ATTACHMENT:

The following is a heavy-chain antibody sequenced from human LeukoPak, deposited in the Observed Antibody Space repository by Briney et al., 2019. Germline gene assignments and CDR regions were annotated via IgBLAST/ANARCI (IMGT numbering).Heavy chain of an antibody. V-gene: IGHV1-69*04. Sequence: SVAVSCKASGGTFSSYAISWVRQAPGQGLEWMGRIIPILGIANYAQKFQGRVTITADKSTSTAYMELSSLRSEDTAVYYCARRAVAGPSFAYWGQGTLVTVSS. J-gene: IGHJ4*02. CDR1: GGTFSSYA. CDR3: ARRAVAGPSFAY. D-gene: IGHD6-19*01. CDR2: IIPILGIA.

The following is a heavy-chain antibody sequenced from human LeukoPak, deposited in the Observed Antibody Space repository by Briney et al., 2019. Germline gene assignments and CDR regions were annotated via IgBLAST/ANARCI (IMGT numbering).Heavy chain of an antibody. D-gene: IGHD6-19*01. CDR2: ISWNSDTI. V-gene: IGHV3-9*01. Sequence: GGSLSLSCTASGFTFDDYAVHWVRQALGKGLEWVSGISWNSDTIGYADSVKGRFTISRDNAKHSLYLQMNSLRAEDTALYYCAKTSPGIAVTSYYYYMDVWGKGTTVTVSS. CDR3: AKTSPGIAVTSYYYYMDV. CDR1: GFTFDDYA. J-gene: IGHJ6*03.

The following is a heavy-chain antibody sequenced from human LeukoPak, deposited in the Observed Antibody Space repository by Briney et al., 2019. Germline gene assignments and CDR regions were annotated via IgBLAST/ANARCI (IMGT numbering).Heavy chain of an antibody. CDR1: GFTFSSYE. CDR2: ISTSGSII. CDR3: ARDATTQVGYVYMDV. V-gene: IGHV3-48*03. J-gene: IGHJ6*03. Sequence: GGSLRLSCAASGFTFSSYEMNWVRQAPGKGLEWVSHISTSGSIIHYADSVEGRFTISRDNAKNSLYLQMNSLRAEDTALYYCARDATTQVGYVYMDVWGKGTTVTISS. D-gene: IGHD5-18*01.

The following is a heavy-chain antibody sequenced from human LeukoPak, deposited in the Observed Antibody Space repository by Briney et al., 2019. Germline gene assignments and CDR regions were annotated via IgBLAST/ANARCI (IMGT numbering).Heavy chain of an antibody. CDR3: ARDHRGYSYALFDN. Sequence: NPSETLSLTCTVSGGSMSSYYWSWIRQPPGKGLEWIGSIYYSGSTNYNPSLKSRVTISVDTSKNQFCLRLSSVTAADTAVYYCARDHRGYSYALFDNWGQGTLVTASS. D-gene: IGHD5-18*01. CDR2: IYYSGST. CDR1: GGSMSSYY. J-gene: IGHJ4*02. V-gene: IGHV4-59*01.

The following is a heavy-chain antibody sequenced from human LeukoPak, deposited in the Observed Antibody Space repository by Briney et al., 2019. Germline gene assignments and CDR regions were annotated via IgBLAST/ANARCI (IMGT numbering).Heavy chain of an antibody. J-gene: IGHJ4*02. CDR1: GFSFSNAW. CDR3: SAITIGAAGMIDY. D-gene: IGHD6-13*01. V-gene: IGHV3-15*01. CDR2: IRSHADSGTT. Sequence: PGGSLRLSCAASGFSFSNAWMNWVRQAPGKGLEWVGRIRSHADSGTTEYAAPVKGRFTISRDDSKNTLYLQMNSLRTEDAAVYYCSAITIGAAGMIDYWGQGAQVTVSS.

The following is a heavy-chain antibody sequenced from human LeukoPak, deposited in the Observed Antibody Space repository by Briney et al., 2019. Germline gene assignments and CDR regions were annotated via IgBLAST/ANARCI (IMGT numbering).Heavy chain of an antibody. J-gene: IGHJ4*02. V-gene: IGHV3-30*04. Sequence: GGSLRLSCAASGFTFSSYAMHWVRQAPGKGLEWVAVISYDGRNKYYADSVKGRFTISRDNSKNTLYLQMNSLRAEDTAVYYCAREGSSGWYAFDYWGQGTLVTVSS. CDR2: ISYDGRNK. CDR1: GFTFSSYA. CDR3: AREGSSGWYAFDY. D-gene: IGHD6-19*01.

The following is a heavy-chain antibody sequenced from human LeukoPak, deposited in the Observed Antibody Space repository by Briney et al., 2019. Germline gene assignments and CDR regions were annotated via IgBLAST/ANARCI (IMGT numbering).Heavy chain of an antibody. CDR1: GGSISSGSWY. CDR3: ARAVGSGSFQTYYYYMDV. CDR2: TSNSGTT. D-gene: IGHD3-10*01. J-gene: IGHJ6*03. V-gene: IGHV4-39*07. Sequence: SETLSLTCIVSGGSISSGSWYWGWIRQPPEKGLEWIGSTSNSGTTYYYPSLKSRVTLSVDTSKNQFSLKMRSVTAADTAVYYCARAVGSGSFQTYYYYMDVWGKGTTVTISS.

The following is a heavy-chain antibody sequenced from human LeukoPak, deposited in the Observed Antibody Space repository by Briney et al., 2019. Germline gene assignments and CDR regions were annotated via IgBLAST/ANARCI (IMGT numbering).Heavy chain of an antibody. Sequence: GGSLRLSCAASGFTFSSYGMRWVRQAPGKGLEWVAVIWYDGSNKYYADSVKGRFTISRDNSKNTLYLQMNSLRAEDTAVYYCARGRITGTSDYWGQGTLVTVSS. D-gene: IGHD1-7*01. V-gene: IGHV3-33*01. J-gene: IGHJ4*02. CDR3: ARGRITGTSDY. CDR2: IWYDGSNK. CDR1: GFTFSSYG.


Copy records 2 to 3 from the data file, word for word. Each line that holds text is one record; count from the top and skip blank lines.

The following is a heavy-chain antibody sequenced from human LeukoPak, deposited in the Observed Antibody Space repository by Briney et al., 2019. Germline gene assignments and CDR regions were annotated via IgBLAST/ANARCI (IMGT numbering).Heavy chain of an antibody. D-gene: IGHD6-19*01. CDR2: ISWNSDTI. V-gene: IGHV3-9*01. Sequence: GGSLSLSCTASGFTFDDYAVHWVRQALGKGLEWVSGISWNSDTIGYADSVKGRFTISRDNAKHSLYLQMNSLRAEDTALYYCAKTSPGIAVTSYYYYMDVWGKGTTVTVSS. CDR3: AKTSPGIAVTSYYYYMDV. CDR1: GFTFDDYA. J-gene: IGHJ6*03.

The following is a heavy-chain antibody sequenced from human LeukoPak, deposited in the Observed Antibody Space repository by Briney et al., 2019. Germline gene assignments and CDR regions were annotated via IgBLAST/ANARCI (IMGT numbering).Heavy chain of an antibody. CDR1: GFTFSSYE. CDR2: ISTSGSII. CDR3: ARDATTQVGYVYMDV. V-gene: IGHV3-48*03. J-gene: IGHJ6*03. Sequence: GGSLRLSCAASGFTFSSYEMNWVRQAPGKGLEWVSHISTSGSIIHYADSVEGRFTISRDNAKNSLYLQMNSLRAEDTALYYCARDATTQVGYVYMDVWGKGTTVTISS. D-gene: IGHD5-18*01.